Letter to Notre Dame Board of Trustees
Letter to the Editor | Wednesday, November 30, 2016
So what do you think the Board of Trustees is doing this morning regarding the Notre Dame football program, which finished its season with a most disappointing 4-8 record after losing to archrival USC to cap a week that earlier brought NCAA sanctions to the program?
- Trying to figure out how to personalize their luxury suites in anticipation of the grand opening of Campus Crossroads for the 2017 home opener against football powerhouse Temple with Brian Kelly returning as head coach of the Not-so-Fighting Irish for his eighth season, a tenure rivaled only by four previous Notre Dame head coaches in its formerly illustrative history
- Staring at their collective navel
- All of the above
Any talk of Athletic Director Jack Swarbrick making the hard decisions concerning the fate of the Notre Dame Football program — and to an intricately related extent, Notre Dame’s position as a respected institution of higher learning with a proudly Catholic bent — is a waste of breath. The collective board of enervating ennui above them is where the real problem lies.
So what exactly is the Board of Trustees — there are 49 of them, mind you — going to do about it? I mean, it isn’t just the Three Pillars thing they should be worrying about. We’re talking major cash cow here, and these things don’t exactly grow on trees.
You can’t tell me Notre Dame hasn’t taken a major financial hit with the fall from grace of its football program. I mean, there’s the Vivid Seats thing, a secondary ticket market deal with the devil we have engaged to address the obvious lack of enthusiasm for Notre Dame Football. As it currently stands, why would anyone with a firm grasp of what’s happening with the football program in particular and the related fallout to the University as manifested by the underfunding of the $450 million Crossroads project:
- continue buying season tickets?
- ever want to enter the ticket lottery again?
- support an administration so numbskullingly bent on running its once proud football program into the ground?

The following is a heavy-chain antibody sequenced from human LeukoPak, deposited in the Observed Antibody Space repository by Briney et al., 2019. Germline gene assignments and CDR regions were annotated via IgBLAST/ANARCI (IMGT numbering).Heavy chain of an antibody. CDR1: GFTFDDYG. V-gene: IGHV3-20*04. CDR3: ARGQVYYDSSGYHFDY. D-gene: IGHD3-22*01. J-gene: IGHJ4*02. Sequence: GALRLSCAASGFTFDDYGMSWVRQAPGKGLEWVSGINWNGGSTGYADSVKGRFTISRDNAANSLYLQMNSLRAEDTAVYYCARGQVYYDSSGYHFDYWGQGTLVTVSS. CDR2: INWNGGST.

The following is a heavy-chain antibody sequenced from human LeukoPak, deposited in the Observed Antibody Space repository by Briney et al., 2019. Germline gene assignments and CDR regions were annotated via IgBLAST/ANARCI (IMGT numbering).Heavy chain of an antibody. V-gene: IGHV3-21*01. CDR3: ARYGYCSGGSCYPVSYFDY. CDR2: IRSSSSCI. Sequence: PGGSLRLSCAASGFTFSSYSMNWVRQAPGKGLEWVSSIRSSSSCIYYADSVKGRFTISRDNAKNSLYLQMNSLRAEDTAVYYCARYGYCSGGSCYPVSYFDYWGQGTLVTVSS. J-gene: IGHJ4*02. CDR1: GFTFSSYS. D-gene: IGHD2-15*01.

It was rather obvious to anyone with a basic knowledge of college football that defensive coordinator Brian Van Gorder had to go after last year. So why did AD Swarbrick allow Coach Kelly to bring him back this year? Is Kelly such the Svengali that he controls most everything going on with football at Notre Dame — or was our AD that clueless regarding what had a very real possibility of happening this year?
Seven years in, and we’re back to where we started. Twenty eight years since our last grasp of glory, and we’re getting too old to count that high anymore.
What about the fans? What about the alumni? What about the students? What about the players? What about the menopausal Golden Goose formerly known as Notre Dame football?
You’d think at Notre Dame where CSC — Cash, Strictly Cash — reigns supreme, we’d at least begin to think about enacting meaningful change, if only for the Goose’s sake. Maybe a pill or two of hope that help is on the way — and not some stinking Jumbotron with nothing left for it to display when it inevitably gets here. We’re already saddled with the peripheral schmaltz of a rock climbing wall, artificial turf, smoke emanating from the tunnel and the seemingly-ubiquitous Ozzy Osbourne — and none of these things has one iota to do with winning football. I would hope that the giddy embrace of these distractions is not exactly what we should be touting in the courting of any prospective coach — i.e., one who really does know what it takes to win at Notre Dame. And so, it won’t be enough to announce that we’ve jettisoned our head coach; we really need to announce that whoever sold us this bill of goods is gone too.
Fortunately — or perhaps unfortunately for us older folk — we remember the days when we were somebody. And we have a hard time understanding why the current AD and president — who were around in those days too — seem to care more about the baubles and bling associated with Crossroads and something about improving the “Gameday Experience” rather than Notre Dame winning overall, whatever the odds.
A football program based on smoke and mirrors and edifice envy can only carry you so far. Sometimes you need to block and tackle and put the fade from the one yard line far, far away from ever seeing the light of day again. And so it’s time for the Board of Trustees to get its collective head out of its collective pocketbook and make it rain for someone obviously more worthy of leading us on the football field of glory — one ideally with real grass, but I digress.
And so, Board of Trustees, it’s up to you now to make it right after enabling it to be so wrong for way too long. No more hiding behind your bloated numbers. Do you not take winning seriously? Is it really enough for us to recount year after year the faded equivalent glory of our four Al Bundy touchdowns in one game from oh so long ago? Don’t you think we should strive for more?
Or have you never watched Rudy?
classes of 1973 and 1975
The views expressed in this Letter to the Editor are those of the author and not necessarily those of The Observer.